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HDMI cable buzzing with current from induction?

post #1 of 3
Thread Starter 
I am baffled as to how this could happen, but somehow I have introduced current in an HDMI cable through either induction or some other mishap with a component. Hopefully someone here may know what I'm doing or some tips on how to debug this problem.

Short summary: Bought an enclosed media cabinet. Cut holes in the back for 2 x 120 mm fans pulling air through the cabinet from a hole cut in the bottom of the cabinet. Long term goal was a device that would adjust fan speed based on temperature. First test was hooking up the fans to a variable DC power supply that plugs into an AC outlet to see what DC voltage would be required to keep the cabinet at an ambient temperature.

In the cabinet are three components: Verizon Fios HD DVR, Xbox 360, Samsung BluRay player. They are all connected with HDMI. All the wires come in through a hole cut near the bottom in the back of the cabinet and run behind the wall where the tv is mounted, a Samsung 46" LED TV. I had this setup for 3-4 weeks before installing the fans, so I can only assuming the fans caused this problem.

I turned the fans on, trying different speeds and left them on for a few hours to see how long and what speed was necessary to bring the temperature down inside the cabinet. Ran the 360 to really get the heat going inside for a while. So far so good, the fans were doing their job.

After about 3 hours I decided to watch some tv and realized that the port connected to the DVR had gone dark. The DVR was working and turned on. I could change channels. I should have video. My first thought was that the HDMI cable had pulled out of the back of the DVR, but when I tried to pull out the HDMI cable to reset it, I touched the tip and felt it tingling as a bit of current ran through my finger. It felt about that same as when you stick your tongue between the contacts on a 9V battery.

I plugged it back into the DVR and then tested the HDMI connection into the TV. When I pulled that connection out I got the same thing, tingly current running through my finger. At this point I unplugged them at both ends and turned off the fans. The current eventually dissipated.

At that point I tried to recreate the problem (with the wire disconnected at both ends) by turning the fans different speeds, moving the wires around, and plugging it in and out of the DVR to see if the TV end would create some current. I couldn't make it happen again.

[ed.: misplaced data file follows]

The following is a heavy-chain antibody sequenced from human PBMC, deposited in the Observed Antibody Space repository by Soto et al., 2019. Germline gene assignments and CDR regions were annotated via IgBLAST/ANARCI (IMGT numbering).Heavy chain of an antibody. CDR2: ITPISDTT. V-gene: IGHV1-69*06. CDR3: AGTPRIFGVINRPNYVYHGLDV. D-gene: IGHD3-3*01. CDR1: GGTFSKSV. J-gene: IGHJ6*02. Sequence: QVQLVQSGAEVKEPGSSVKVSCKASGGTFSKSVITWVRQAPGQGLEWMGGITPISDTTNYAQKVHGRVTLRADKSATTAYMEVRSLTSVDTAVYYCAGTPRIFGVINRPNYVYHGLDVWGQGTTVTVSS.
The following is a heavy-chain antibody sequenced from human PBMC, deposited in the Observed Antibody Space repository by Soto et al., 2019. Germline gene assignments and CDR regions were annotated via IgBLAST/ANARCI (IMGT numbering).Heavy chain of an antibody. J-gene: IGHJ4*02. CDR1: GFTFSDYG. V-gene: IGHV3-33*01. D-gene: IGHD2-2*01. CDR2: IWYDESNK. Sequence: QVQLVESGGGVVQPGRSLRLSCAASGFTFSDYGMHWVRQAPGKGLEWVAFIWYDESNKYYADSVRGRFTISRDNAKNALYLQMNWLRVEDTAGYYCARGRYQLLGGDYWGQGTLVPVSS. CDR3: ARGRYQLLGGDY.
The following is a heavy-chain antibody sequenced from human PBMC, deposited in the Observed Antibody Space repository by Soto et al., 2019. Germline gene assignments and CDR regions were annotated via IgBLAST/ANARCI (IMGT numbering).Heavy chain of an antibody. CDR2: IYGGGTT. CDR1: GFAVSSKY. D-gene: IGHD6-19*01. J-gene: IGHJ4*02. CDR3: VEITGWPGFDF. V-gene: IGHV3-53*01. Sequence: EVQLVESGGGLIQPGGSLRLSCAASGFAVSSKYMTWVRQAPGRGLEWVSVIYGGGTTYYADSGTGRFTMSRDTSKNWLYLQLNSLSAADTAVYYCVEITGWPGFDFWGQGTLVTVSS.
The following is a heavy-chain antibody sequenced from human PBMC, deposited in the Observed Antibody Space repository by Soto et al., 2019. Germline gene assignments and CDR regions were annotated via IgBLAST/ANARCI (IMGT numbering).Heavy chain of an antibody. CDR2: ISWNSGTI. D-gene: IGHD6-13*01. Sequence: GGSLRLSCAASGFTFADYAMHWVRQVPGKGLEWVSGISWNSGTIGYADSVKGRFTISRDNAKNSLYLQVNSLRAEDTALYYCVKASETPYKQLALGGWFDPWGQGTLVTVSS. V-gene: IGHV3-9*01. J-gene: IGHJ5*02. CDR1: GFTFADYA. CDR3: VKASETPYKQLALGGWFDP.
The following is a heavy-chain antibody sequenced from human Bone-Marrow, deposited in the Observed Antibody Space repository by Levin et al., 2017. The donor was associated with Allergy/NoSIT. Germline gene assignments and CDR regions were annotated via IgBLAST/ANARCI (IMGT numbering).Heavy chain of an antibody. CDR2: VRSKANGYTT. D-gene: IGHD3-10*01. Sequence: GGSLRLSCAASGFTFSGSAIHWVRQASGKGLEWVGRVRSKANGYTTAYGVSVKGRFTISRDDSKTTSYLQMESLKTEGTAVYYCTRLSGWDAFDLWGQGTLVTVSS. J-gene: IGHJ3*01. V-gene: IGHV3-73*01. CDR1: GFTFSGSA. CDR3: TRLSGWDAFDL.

So far, HDMI port #1 (which had been the TV port) still wasn't working. I waited a while until the cable was completely drained and plugged it into port #4. This time the picture was worked. So I tried the connection back in port #1, and to my relief the port was working again (I was worried the port was fried).

All of the wires in the back of the cabinet are funneled together as they exit the cabinet through the hole. This includes two power cables (one to the UPS and one to the TV) which also run right underneath the lower fan.

Could the lower fan actually be introducing current into the HDMI cables? Is there something else going on here I'm not considering?

I really don't even know the best way to test it without putting the components at risk. There doesn't seem to be much in the way of HDMI surge protectors, and the cables themselves are supposed to be shielded.

Has anyone ever heard of this happening or what could possibly be going on here?

Thanks ahead of time for any help.
post #2 of 3
You need to connect a voltmeter set to over 100 volts between the points you felt the tingle to see how much the voltage is present using both the AC and DC setting of the meter. These points are the metal (likely gold colored) on the end of the HDMI cable (not the pins in the cable) and the metal case of the DVR. If the DC voltage is small, less than a volt, then your are would likely see a large AC voltage. The current is very low or it wouldn't feel like a 9V battery. This is common when the equipment on either or both ends of the HDMI cable connection doesn't have 3 prong AC plugs. IMO it is unlikely that this is a cause of your problem with the DVR. The HDMI cable itself will use its shield as a ground connection between the devices and the low current AC shouldn't cause a problem.
post #3 of 3
Thread Starter 
I tried taking the voltage across the line and didn't come up with anything of significance. There was negligible DC voltage and 1V AC whether I had the fans cranked up or not.

I let it run for a while to see if any build-up would occur but never saw it increasing in any way.

Of course I'm not sure if it has to be plugged into the TV to actually make the problem occur, but of course worried if I do that then the port will go out. Either way, not sure what to check next except for simply separating all the power lines from the hdmi cables.
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